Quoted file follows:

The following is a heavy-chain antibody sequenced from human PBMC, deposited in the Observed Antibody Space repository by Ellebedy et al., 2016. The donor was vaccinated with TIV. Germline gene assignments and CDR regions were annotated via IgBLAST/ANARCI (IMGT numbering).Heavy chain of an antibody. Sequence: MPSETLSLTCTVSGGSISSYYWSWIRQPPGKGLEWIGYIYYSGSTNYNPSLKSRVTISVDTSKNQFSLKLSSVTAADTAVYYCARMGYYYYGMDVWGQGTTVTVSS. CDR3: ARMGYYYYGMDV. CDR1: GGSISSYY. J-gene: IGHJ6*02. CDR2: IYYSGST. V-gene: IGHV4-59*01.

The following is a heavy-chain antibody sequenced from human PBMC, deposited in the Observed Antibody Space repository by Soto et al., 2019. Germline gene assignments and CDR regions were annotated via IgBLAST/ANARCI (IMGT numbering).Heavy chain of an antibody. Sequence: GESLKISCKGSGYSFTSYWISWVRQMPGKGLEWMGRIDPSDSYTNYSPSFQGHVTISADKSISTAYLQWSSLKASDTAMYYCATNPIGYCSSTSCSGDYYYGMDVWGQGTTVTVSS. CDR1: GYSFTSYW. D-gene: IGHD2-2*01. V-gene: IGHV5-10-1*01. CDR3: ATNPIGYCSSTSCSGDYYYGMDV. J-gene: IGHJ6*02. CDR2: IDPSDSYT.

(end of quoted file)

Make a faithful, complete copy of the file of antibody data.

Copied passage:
The following is a heavy-chain antibody sequenced from human PBMC, deposited in the Observed Antibody Space repository by Ellebedy et al., 2016. The donor was vaccinated with TIV. Germline gene assignments and CDR regions were annotated via IgBLAST/ANARCI (IMGT numbering).Heavy chain of an antibody. Sequence: MPSETLSLTCTVSGGSISSYYWSWIRQPPGKGLEWIGYIYYSGSTNYNPSLKSRVTISVDTSKNQFSLKLSSVTAADTAVYYCARMGYYYYGMDVWGQGTTVTVSS. CDR3: ARMGYYYYGMDV. CDR1: GGSISSYY. J-gene: IGHJ6*02. CDR2: IYYSGST. V-gene: IGHV4-59*01.

The following is a heavy-chain antibody sequenced from human PBMC, deposited in the Observed Antibody Space repository by Soto et al., 2019. Germline gene assignments and CDR regions were annotated via IgBLAST/ANARCI (IMGT numbering).Heavy chain of an antibody. Sequence: GESLKISCKGSGYSFTSYWISWVRQMPGKGLEWMGRIDPSDSYTNYSPSFQGHVTISADKSISTAYLQWSSLKASDTAMYYCATNPIGYCSSTSCSGDYYYGMDVWGQGTTVTVSS. CDR1: GYSFTSYW. D-gene: IGHD2-2*01. V-gene: IGHV5-10-1*01. CDR3: ATNPIGYCSSTSCSGDYYYGMDV. J-gene: IGHJ6*02. CDR2: IDPSDSYT.